NEWPORT, Ore. – Commercial fishermen and scientists from Oregon, California and Washington have agreed to collaborate on a critical coast-wide study to learn more about salmon distribution, migration and behavior in the Pacific Ocean, but an alarming projected shortage of fish this year is putting their research in jeopardy.
Ironically the study, which expands a two-year pilot program began by Oregon State University researchers, is designed to help protect weak salmon stocks.
“We’ve got the funding, we’ve got the science and we’ve got the interest and cooperation of the fishing industry,” said Gil Sylvia, director of the Coastal Oregon Marine Experiment Station at OSU’s Hatfield Marine Science Center in Newport, Ore. “Now, we just need some salmon.”
During the pilot project, the OSU scientists found they could trace genetic markers of salmon caught in the ocean through small samples of fin or tissue and within 24 hours pinpoint an individual salmon’s river basin of origin. The hope, Sylvia says, is that an expanded study will allow the scientists to learn more about fish behavior in the ocean and whether salmon from, say, the Sacramento River or the Klamath River travel in clusters and feed in certain areas.
“This is ground-breaking research that could allow resource managers to keep much of the ocean open for fishing, yet protect weakened runs of fish,” Sylvia said. “There are preliminary indications that salmon destined for certain river systems do behave differently, but we need more data from a broader sampling before any management implications become clear.”
The Pacific Fisheries Management Council last month outlined three potential options for ocean chinook salmon fishing south of Cape Falcon (near Garibaldi, Ore.). The most optimistic scenario is a shortened season from April 15 to May 31 that would allow fishermen to catch a quota of fish and also share fins and tissue samples with scientists for genetic identification. A second option would preclude commercial fishing, but allow the scientists to catch and release a select number of salmon, maintaining only a piece of the tail fin for research.
The third, most dire option would close the ocean to all chinook fishing and not allow the take of any fish – even catch-and-release – for research.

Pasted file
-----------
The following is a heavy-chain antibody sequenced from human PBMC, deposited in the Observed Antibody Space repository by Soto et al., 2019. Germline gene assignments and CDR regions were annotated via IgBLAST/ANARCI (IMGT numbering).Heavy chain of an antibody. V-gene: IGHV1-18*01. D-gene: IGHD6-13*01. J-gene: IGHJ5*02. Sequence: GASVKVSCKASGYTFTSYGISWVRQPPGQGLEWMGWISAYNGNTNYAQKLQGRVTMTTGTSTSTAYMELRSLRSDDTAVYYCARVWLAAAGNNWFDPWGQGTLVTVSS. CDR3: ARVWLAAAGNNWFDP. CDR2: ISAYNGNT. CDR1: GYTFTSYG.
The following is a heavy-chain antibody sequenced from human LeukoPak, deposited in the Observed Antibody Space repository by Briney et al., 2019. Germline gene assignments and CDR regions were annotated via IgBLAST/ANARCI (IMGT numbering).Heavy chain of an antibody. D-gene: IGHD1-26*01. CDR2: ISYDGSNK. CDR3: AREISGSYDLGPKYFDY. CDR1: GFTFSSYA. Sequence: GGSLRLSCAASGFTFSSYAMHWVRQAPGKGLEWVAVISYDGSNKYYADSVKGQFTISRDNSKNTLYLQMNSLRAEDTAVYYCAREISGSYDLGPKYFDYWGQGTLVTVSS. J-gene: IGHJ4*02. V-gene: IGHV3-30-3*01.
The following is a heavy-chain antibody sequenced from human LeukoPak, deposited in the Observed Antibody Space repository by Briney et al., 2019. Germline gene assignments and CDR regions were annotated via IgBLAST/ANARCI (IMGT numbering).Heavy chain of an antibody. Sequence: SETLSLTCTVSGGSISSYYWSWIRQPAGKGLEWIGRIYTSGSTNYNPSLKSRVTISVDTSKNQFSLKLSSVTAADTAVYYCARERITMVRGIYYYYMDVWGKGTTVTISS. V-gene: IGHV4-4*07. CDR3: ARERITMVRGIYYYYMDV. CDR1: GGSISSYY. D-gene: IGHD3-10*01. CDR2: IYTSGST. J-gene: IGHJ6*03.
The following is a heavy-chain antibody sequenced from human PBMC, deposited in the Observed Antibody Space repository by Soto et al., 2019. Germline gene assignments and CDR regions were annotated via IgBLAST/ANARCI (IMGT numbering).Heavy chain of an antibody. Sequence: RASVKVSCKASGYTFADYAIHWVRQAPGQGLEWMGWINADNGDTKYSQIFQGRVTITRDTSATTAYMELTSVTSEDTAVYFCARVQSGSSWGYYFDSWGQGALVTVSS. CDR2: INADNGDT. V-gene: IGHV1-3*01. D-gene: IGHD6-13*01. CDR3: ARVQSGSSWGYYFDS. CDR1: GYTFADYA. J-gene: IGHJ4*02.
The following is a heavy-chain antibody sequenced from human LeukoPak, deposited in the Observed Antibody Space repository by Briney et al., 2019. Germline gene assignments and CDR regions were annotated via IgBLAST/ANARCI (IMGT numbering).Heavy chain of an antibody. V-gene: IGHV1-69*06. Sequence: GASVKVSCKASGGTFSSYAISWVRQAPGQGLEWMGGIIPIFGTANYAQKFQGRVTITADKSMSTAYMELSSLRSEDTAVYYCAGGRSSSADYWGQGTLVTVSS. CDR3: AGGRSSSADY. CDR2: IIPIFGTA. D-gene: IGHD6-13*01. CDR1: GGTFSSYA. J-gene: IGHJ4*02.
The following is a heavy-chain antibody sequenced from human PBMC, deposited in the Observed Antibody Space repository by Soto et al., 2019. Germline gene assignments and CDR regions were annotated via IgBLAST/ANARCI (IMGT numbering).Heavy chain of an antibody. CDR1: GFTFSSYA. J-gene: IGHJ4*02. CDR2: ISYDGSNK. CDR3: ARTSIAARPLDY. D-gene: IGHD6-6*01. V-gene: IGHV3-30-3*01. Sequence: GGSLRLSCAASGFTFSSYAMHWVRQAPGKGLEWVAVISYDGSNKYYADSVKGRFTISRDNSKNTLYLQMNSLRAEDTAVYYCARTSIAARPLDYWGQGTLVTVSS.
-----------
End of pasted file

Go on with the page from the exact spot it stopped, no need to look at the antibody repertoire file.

The council is seeking to protect what may be a historic low return of salmon to the Sacramento River, a stock of fish that spend much of their time off the Oregon coast. The group will meet April 6-12 in Seattle, Wash., where it will decide on one of the three options – or another approach.
For the past two years, the Collaborative Research on Oregon Ocean Salmon project, or CROOS. has paired Oregon State University scientists and the state’s commercial fishing industry in a study to improve scientific knowledge about salmon behavior in the ocean. More than 190 salmon fishermen from 11 Oregon counties were trained in sampling protocols as part of the project, which was funded by the Oregon Watershed Enhancement Board.
The fishermen clipped fins and took tissues samples from the salmon before processing them, and logged when and where the fish were caught using a handheld GPS unit. The scientists brought the samples back to Hatfield Marine Science Center laboratories and conducted the genetic studies.
In the first year of the project, the scientists were able to match 2,100 salmon caught to a river, basin or specific region with 90 percent probability, according to Michael Banks, an OSU geneticist and director of the scientific portion of the project. Not all samples work flawlessly, Banks said, and genetic markers for some river systems are similar to others. Still, the scientists were able to confidently pinpoint the origin of roughly four out of every five salmon they tested.
Of those fish, 42 carried coded wire tags from hatcheries that identified where the fish were from. Without knowing that nugget of information, the scientists ran their genetic protocols and found they hit the mark on 41 of the 42 fish, Banks pointed out.